Dark Cloud (PlayStation 4) Review

By Ian Soltes 17.02.2016

Review for Dark Cloud on PlayStation 4

Back in 2000, a small company known as Level-5 released its first game onto the PS2, hoping for the best. That game was Dark Cloud and the company would go on to produce titles like Dragon Quest VIII, Professor Layton, and Ni no Kuni - but what of the original? After all these years, can it still be considered as something great, or was it just a mere fluke that resulted in its developer's survival?

For those that have played this, yes, there is a major elephant in the room that will be talked about later on. For those that haven't, well… things within the world took a bad turn for the worse. This was a largely peaceful-ish place until a certain military general decided to unleash a Dark Genie from its bottle; a genie whom he now commands and he wants to take over the world. Of course, things aren't quite that simple for him, as, when his new minion rained destruction upon the land, the fairy king stepped in and sealed parts of the world away as fast as possible, scattering them about in his haste, and enlisting the aid of a young child named Toan to gather them up and help rebuild.

For its time Dark Cloud was simply astounding. It wasn't just the standard RPG of hacking up monsters or crawling through dungeons, as a huge portion of the game was sitting down and actually rebuilding its game world. Figuring out just where to put the shop down in the village was just as important as figuring out how to tackle the next floor in the dungeon, and making sure the citizens were happy wasn't just some idling thing but a huge part of the experience. Doing so would yield great rewards, and not doing so would make things underwhelming at best. Therefore, the result was that the game ended up being a lot more than just a standard action-RPG.

Even in the dungeons things were different. They were all randomly generated instead of set, with the rewards changing every time a floor was visited. This system is fairly well-known now, but at the time this sort of thing was rare at best, and, fortunately, the randomly generated dungeons still hold up for the most part, as they are well designed and handled.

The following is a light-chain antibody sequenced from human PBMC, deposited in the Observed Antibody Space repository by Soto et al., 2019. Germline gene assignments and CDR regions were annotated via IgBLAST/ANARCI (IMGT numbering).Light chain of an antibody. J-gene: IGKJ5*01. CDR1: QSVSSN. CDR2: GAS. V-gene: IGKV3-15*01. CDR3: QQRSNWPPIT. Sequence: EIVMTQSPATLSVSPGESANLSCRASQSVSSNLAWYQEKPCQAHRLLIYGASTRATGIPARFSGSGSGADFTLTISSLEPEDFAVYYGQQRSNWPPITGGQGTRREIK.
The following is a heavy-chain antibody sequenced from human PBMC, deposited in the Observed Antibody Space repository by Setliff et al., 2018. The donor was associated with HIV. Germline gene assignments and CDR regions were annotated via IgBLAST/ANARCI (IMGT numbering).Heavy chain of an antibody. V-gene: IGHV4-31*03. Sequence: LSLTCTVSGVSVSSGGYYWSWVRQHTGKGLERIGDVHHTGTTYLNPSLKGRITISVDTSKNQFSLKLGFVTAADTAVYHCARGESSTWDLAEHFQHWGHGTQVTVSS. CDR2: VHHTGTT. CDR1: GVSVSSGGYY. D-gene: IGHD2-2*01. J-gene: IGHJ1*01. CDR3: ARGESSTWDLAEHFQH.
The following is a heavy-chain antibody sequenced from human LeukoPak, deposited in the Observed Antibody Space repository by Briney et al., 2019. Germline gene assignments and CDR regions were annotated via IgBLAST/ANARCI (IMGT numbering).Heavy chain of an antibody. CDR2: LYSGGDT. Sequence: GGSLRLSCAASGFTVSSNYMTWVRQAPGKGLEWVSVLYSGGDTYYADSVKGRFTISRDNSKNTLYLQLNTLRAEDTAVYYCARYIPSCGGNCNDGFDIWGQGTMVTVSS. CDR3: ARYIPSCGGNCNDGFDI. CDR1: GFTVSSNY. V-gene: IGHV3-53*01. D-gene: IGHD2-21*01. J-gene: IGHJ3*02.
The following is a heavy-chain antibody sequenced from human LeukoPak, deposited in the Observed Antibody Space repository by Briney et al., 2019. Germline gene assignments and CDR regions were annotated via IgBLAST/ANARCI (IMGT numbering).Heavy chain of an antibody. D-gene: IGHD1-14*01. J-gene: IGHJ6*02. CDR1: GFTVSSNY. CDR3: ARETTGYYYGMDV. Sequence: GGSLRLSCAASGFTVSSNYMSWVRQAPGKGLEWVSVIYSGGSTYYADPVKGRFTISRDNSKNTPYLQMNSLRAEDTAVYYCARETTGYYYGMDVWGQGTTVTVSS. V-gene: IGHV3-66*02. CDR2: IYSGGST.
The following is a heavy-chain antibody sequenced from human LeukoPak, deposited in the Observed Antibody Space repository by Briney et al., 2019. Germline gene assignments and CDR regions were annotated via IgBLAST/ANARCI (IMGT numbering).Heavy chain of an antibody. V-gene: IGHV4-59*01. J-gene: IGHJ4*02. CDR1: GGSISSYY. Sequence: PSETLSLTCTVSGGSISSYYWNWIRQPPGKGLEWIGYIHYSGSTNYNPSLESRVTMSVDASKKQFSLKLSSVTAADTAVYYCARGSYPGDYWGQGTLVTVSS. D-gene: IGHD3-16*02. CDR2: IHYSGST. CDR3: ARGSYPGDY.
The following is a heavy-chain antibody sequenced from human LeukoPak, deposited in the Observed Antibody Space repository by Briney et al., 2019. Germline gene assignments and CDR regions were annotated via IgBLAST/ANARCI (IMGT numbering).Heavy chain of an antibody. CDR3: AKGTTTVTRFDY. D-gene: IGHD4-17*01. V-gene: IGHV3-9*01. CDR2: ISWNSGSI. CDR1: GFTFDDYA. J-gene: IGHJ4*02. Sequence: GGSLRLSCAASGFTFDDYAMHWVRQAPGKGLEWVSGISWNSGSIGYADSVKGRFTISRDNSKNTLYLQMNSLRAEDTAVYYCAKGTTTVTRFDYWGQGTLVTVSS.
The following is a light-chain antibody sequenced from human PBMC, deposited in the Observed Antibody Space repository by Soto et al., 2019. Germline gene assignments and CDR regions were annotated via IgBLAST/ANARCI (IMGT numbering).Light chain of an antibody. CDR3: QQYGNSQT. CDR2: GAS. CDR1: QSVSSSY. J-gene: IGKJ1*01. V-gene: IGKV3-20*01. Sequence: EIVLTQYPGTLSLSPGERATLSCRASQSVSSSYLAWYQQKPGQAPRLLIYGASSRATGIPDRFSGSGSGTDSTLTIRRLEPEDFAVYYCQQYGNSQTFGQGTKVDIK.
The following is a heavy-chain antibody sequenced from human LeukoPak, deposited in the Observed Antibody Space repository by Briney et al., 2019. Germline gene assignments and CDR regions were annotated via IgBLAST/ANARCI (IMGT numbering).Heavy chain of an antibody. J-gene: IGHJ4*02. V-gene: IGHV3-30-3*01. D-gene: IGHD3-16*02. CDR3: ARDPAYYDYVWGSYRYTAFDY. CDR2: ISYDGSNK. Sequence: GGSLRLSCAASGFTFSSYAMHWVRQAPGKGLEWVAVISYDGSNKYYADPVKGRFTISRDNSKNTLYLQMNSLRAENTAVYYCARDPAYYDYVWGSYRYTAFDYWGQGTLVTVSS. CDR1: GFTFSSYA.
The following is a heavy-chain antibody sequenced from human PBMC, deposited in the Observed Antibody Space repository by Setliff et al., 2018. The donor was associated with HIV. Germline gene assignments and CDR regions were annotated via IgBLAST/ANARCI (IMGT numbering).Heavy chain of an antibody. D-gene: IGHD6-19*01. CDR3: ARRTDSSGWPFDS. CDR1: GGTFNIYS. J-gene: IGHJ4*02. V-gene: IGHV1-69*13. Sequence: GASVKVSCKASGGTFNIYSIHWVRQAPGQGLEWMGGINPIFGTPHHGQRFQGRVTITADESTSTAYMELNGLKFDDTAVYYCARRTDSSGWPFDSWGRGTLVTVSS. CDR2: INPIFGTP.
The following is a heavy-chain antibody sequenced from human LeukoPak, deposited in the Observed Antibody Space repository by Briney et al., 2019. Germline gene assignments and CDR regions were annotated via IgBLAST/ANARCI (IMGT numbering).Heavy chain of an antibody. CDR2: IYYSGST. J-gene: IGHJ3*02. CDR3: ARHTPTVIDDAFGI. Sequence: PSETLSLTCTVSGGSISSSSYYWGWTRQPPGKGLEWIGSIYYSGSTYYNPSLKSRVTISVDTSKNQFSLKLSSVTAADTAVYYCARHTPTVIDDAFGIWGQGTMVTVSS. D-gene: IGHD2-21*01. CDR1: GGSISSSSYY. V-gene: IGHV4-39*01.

Screenshot for Dark Cloud on PlayStation 4

The real major star, however, is the weaponry. Unlike in most games, the weapons in Dark Cloud held no major set path or pattern. Yes, there were caps to the various stats, and, yes, upgrading certain stats would lead them down certain paths, but what, exactly, happened was up entirely to the player. They could opt for cheap upgrades over the more expensive and rare, but powerful, gems, or focus on just one thing (such as ice) while, on an otherwise identical copy of the same sword, focus on wind. It wasn't some cheap gimmick or minor feature but a huge aspect, since, with proper planning and decision-making, it was possible to create a very strong weapon, or even something specialized in a certain area.

Things weren't perfect though. Even for the time when the PS2 was new and many titles hadn't tapped into its full potential, the graphics weren't that amazing. Later Level-5 products showed just how wonderful the company really was when it came to graphical detail, but this one had an uphill struggle that ends up sadly underwhelming by modern standards - which isn't to say that they're bad or ugly. They were certainly more enjoyable than some other ones, but… underwhelming. They wouldn't fly today.

Now for the big one: this has a major issue with making characters useless. Throughout the journey, multiple characters will be recruited for use in battle, like in most RPGs, but only one can be present on the field at once. Normally, this wouldn't be an issue, but the result is that there are only three characters ever worth even considering using, except for when bypassing character specific obstacles. Toan, the go-to guy for melee combat, Xiao, the cat-turned-into-a girl, who will be the only ranged character until the final worth-while character, Ruby, comes along with her magical spells that make Xiao obsolete. The result is that only two of the cast will even be considered worth touching at any one time with everyone else simply sitting around and waiting. These characters will also struggle with the fact that their weapons will be under-levelled since levelling-up the weapons of six characters at once will be far too time-consuming.

Screenshot for Dark Cloud on PlayStation 4

Cubed3 Rating

Rated 6 out of 10


Does Dark Cloud hold up and withstand the test of time? Yes, it does - quite well in fact. The problem is that, even at its launch, while it was fun from an objective viewpoint, it had some problems. In no way is it bad, though, as, quite clearly, everything is made competently and enjoyable. Just that its age lines are quite clear and the rising standards of the industry will make this title an interesting throwback worth playing, but perfectly fine to ignore as well.






Real Time RPG



C3 Score

Rated $score out of 10  6/10

Reader Score

Rated $score out of 10  0 (0 Votes)

European release date Out now   North America release date Out now   Japan release date Out now   Australian release date Out now   


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